A couple of weeks ago I had a random lengthy phone conversation with my mother about random mother daughter things and It included me divulging the fact that if I wasn’t in a chair and didn’t have CP I would be in school working towards a bachelor of science in nursing. When my mom asked me, “why nursing?” it broke my heart knowing that she wanted me to dream what was physically impossible for me, because I cannot fulfill all the duties that a nurse would have to fulfill. Through a broken heart I simply responded that “you save lives when you are a nurse and deal with people who need you the most”. That’s what I love about it. But I soon came to have a reality check that my alternative career path should be becoming a social worker.
A lot of people have even rained on this dream of mine saying “you’re not emotionally strong enough,” “you can’t help people in the way that they need to be helped” or “you don’t have what it takes to be a social worker.” So to all those party poopers I say, quit focusing on the negative. Yes, it might take me a while, and yes, it might harder for me than other social workers, but, I will do it in spite of the people that tried to keep me down. I’ll say to them kiss my wheels and leave me alone because I am going to do it anyway regardless of whether you think I can do it or not. There is a famous quote by a famous person who I can’t remember at the moment (because of my Attavan brain) who says something like “it’s not what you do for others, it’s how much love you put into doing it.” My siblings and my mother always raised me with this quotation in mind, it means that you can do the smallest things for someone but put the biggest heart into it and it can make the world of a difference.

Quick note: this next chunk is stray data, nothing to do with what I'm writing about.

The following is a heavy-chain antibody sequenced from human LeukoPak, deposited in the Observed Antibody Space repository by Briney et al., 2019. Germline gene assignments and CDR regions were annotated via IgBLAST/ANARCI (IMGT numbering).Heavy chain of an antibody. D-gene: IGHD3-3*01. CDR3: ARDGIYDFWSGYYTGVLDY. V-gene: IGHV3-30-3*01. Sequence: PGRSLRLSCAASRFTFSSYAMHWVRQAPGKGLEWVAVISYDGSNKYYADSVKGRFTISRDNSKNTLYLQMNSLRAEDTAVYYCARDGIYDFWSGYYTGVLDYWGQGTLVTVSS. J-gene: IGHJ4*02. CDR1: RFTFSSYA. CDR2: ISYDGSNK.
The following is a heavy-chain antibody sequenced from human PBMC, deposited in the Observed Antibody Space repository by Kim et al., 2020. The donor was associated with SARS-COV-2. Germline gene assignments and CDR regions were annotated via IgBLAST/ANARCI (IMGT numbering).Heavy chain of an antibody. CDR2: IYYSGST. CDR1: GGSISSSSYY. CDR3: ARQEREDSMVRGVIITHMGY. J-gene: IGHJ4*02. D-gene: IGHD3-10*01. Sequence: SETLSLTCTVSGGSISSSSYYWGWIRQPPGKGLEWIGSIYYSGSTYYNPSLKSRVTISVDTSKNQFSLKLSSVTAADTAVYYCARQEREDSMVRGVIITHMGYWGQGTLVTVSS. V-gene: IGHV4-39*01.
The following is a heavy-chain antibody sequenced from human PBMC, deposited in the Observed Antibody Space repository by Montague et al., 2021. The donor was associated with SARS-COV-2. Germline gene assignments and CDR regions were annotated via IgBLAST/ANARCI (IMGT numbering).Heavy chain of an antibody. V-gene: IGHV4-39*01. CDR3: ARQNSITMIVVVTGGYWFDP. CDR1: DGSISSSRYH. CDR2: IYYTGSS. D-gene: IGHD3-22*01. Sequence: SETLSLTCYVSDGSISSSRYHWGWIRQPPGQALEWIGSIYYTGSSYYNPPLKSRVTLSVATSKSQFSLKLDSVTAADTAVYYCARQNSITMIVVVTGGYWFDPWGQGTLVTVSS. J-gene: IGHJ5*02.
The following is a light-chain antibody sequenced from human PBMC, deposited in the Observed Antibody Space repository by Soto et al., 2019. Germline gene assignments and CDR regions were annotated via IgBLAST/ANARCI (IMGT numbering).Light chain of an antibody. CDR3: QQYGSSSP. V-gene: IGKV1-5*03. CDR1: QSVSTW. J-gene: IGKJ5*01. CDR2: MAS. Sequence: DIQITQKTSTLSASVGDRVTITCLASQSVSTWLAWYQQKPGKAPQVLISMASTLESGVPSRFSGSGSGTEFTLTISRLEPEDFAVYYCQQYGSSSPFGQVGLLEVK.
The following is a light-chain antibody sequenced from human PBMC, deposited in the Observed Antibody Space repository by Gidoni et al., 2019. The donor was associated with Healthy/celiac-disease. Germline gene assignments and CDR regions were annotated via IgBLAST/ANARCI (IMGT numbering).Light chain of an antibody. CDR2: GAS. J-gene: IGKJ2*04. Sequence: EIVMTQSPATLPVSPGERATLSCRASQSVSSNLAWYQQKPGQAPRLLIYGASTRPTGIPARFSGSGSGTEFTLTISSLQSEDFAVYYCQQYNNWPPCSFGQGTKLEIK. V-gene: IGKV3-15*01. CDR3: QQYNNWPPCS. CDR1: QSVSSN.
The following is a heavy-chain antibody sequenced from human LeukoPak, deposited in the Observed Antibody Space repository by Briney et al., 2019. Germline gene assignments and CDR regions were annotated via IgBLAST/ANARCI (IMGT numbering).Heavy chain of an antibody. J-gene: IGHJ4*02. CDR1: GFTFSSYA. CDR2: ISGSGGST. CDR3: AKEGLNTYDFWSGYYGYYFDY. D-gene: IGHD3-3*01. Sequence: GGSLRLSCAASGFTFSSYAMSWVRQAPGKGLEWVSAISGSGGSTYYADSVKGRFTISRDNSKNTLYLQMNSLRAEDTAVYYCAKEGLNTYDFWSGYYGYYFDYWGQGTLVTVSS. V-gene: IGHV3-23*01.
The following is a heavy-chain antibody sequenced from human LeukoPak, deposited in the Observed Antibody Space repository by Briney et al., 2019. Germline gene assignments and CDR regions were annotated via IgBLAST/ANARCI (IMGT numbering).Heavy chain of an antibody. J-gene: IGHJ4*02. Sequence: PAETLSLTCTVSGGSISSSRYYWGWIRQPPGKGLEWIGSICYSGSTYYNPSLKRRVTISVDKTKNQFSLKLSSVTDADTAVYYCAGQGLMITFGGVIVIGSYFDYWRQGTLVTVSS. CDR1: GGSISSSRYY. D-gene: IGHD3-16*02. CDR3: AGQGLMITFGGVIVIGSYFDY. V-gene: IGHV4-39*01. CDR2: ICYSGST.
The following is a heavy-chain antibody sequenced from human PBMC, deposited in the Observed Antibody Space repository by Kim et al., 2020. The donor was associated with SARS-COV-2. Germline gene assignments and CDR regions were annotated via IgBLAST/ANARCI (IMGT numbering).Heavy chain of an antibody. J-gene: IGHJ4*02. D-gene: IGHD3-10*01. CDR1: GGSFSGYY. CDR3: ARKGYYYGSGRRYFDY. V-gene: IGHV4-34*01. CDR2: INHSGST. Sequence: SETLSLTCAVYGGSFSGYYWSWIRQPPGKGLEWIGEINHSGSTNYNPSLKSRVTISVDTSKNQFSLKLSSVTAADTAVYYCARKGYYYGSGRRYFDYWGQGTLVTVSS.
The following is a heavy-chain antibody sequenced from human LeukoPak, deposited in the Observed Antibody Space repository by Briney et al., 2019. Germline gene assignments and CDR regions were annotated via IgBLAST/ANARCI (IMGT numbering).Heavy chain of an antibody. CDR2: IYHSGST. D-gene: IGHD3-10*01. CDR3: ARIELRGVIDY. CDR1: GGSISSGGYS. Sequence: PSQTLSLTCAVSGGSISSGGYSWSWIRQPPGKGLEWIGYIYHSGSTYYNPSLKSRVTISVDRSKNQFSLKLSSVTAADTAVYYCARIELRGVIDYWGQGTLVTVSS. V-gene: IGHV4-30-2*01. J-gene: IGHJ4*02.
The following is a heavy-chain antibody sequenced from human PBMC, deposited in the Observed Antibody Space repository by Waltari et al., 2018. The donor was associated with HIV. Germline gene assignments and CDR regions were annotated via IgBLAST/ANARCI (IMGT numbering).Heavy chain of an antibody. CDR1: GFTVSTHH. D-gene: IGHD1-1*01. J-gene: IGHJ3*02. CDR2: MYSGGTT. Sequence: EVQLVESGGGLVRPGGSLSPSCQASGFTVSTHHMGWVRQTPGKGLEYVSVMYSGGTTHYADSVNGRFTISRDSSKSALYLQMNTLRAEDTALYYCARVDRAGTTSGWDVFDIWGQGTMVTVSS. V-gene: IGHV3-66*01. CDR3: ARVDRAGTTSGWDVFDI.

I have a story to illustrate this. On Sunday morning I was discharged from the Civic due to another brutal migraine. As I drove through the Civic sliding doors, there I saw one girl sobbing and another girl choking on the sidewalk from what appeared to be a severe anxiety attack. When the other girl who was crying her eyes out of worry and concern for her friend, I knew in that moment that although that girl had no clue who I was, she needed a vice grip teddy bear hug from me. She sat there for a good solid 15 minutes holding on to me while I let her tears soak my sweater and she begged me if I could keep an eye on her friend that was struggling on the sidewalk.
Of course I did what every sensible and responsible social worker in training would do and did just that, I tried to reassure the girl who was choking that it was okay to have anxiety attacks and no one would judge her for it. I finally convinced the girl who was suffering to come inside because it was too bloody cold to stand outside in shorts and a thin sweater. She finally listened to me and we joined her friend in the Civic waiting room. In that moment, I was overcome with tears as her worried and concerned friend ran to me and gave me a hug then whispered to me “you are the social work super woman angel that I never knew existed.” It was in that moment that I realized that the people who need help the most ask for it in the most peculiar way, in chokes or sobs and that the social work world shouldn’t care if you have two functional legs because it is really your heart that matters in that type of profession.
There is another quote that I’m reminded of, “I am an ex-convict but the nurse said ‘I’ll take care of you,’ I am a teenaged mom but the nurse said ‘I’ll take care of you,’ I am an inmate but the nurse said ‘I’ll take care of you,’ I am a drug dealer but ill the nurse said ‘I’ll take care of you,’ I am a homeless person but the nurse said ‘I’ll take care of you.’” I would argue that the same quote applies to social workers because they both stem from the art of caring and the art of self-listeners, two traits that my family ingrained in me so well.
Social workers don’t care if you are any of the minorities that I mentioned above, they will still bend over backwards and make sure you are safe. This experience on Sunday solidified for me that I don’t necessarily need functional legs to be an effective and passionate social worker.
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